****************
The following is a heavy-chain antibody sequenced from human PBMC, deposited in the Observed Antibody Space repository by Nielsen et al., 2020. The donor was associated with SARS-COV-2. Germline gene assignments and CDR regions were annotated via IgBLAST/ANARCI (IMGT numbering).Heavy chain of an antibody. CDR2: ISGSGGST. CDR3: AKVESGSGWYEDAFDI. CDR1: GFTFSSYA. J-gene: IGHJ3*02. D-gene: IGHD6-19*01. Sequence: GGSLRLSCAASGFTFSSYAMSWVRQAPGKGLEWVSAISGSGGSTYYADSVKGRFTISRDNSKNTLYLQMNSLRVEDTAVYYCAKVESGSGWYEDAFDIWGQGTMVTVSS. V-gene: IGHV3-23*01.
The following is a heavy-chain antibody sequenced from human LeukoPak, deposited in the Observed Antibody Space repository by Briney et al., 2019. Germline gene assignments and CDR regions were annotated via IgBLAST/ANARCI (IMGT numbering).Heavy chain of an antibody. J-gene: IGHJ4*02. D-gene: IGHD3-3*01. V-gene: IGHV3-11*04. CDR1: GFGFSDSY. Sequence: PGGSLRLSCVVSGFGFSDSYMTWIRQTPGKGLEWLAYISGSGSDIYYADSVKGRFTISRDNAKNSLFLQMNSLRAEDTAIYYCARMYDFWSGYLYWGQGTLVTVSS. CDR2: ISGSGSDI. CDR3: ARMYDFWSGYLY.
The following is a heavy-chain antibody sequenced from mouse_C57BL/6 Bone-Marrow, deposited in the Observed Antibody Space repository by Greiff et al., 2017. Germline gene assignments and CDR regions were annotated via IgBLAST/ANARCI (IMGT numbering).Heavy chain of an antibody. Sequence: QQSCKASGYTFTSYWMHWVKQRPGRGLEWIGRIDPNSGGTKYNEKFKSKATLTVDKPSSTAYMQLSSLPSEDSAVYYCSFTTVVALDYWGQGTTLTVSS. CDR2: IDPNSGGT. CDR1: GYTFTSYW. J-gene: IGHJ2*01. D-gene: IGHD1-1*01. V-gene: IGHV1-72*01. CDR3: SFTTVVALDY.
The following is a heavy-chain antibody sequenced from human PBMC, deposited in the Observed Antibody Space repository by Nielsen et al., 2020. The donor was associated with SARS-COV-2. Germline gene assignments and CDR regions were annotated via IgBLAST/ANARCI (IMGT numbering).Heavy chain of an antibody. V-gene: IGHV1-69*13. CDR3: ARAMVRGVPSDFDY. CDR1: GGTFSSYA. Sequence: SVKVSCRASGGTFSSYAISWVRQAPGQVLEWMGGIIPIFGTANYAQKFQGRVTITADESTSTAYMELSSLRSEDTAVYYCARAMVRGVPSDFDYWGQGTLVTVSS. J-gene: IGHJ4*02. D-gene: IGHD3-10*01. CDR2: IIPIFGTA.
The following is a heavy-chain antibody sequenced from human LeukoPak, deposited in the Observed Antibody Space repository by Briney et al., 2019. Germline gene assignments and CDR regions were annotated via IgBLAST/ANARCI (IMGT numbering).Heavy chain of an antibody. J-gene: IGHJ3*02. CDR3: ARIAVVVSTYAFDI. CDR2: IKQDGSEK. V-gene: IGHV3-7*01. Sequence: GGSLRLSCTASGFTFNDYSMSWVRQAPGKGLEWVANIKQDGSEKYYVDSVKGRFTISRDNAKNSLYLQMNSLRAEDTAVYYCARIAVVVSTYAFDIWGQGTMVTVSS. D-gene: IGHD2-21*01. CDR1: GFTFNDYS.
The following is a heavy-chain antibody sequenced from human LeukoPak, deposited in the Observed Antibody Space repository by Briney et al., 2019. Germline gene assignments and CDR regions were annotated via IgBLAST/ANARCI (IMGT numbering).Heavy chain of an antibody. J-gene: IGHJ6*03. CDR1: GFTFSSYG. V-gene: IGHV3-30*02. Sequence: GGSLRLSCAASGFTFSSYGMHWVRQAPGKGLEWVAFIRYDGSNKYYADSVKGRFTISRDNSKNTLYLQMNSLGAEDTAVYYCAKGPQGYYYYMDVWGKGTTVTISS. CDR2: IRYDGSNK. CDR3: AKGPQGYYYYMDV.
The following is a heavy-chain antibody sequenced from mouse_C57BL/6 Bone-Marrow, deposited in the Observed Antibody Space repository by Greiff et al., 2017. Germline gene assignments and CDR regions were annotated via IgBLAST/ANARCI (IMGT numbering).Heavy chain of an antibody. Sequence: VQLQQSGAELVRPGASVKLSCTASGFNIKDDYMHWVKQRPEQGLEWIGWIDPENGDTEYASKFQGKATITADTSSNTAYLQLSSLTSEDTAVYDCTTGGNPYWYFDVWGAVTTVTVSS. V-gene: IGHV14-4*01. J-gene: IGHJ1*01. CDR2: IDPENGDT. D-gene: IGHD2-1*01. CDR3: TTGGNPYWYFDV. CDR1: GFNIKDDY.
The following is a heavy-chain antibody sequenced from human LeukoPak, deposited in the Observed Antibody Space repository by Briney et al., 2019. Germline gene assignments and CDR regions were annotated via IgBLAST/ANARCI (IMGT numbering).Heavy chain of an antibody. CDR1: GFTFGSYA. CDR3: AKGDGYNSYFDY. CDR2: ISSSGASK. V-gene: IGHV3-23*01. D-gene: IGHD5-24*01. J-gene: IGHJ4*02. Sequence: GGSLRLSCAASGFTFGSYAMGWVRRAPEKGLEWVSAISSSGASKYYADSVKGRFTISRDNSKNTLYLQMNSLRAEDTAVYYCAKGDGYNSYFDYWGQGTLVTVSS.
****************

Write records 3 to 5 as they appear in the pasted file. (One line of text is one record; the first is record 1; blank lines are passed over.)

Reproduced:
The following is a heavy-chain antibody sequenced from mouse_C57BL/6 Bone-Marrow, deposited in the Observed Antibody Space repository by Greiff et al., 2017. Germline gene assignments and CDR regions were annotated via IgBLAST/ANARCI (IMGT numbering).Heavy chain of an antibody. Sequence: QQSCKASGYTFTSYWMHWVKQRPGRGLEWIGRIDPNSGGTKYNEKFKSKATLTVDKPSSTAYMQLSSLPSEDSAVYYCSFTTVVALDYWGQGTTLTVSS. CDR2: IDPNSGGT. CDR1: GYTFTSYW. J-gene: IGHJ2*01. D-gene: IGHD1-1*01. V-gene: IGHV1-72*01. CDR3: SFTTVVALDY.
The following is a heavy-chain antibody sequenced from human PBMC, deposited in the Observed Antibody Space repository by Nielsen et al., 2020. The donor was associated with SARS-COV-2. Germline gene assignments and CDR regions were annotated via IgBLAST/ANARCI (IMGT numbering).Heavy chain of an antibody. V-gene: IGHV1-69*13. CDR3: ARAMVRGVPSDFDY. CDR1: GGTFSSYA. Sequence: SVKVSCRASGGTFSSYAISWVRQAPGQVLEWMGGIIPIFGTANYAQKFQGRVTITADESTSTAYMELSSLRSEDTAVYYCARAMVRGVPSDFDYWGQGTLVTVSS. J-gene: IGHJ4*02. D-gene: IGHD3-10*01. CDR2: IIPIFGTA.
The following is a heavy-chain antibody sequenced from human LeukoPak, deposited in the Observed Antibody Space repository by Briney et al., 2019. Germline gene assignments and CDR regions were annotated via IgBLAST/ANARCI (IMGT numbering).Heavy chain of an antibody. J-gene: IGHJ3*02. CDR3: ARIAVVVSTYAFDI. CDR2: IKQDGSEK. V-gene: IGHV3-7*01. Sequence: GGSLRLSCTASGFTFNDYSMSWVRQAPGKGLEWVANIKQDGSEKYYVDSVKGRFTISRDNAKNSLYLQMNSLRAEDTAVYYCARIAVVVSTYAFDIWGQGTMVTVSS. D-gene: IGHD2-21*01. CDR1: GFTFNDYS.